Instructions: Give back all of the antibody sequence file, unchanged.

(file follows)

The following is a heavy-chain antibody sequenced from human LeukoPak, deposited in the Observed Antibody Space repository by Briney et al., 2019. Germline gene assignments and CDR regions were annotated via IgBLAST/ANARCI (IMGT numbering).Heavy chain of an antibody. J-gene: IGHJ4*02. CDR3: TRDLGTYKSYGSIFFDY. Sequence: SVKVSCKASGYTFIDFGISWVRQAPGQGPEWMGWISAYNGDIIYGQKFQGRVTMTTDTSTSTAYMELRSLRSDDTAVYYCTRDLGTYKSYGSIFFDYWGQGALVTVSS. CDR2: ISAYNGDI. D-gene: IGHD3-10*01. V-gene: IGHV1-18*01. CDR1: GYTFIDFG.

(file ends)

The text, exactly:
The following is a heavy-chain antibody sequenced from human LeukoPak, deposited in the Observed Antibody Space repository by Briney et al., 2019. Germline gene assignments and CDR regions were annotated via IgBLAST/ANARCI (IMGT numbering).Heavy chain of an antibody. J-gene: IGHJ4*02. CDR3: TRDLGTYKSYGSIFFDY. Sequence: SVKVSCKASGYTFIDFGISWVRQAPGQGPEWMGWISAYNGDIIYGQKFQGRVTMTTDTSTSTAYMELRSLRSDDTAVYYCTRDLGTYKSYGSIFFDYWGQGALVTVSS. CDR2: ISAYNGDI. D-gene: IGHD3-10*01. V-gene: IGHV1-18*01. CDR1: GYTFIDFG.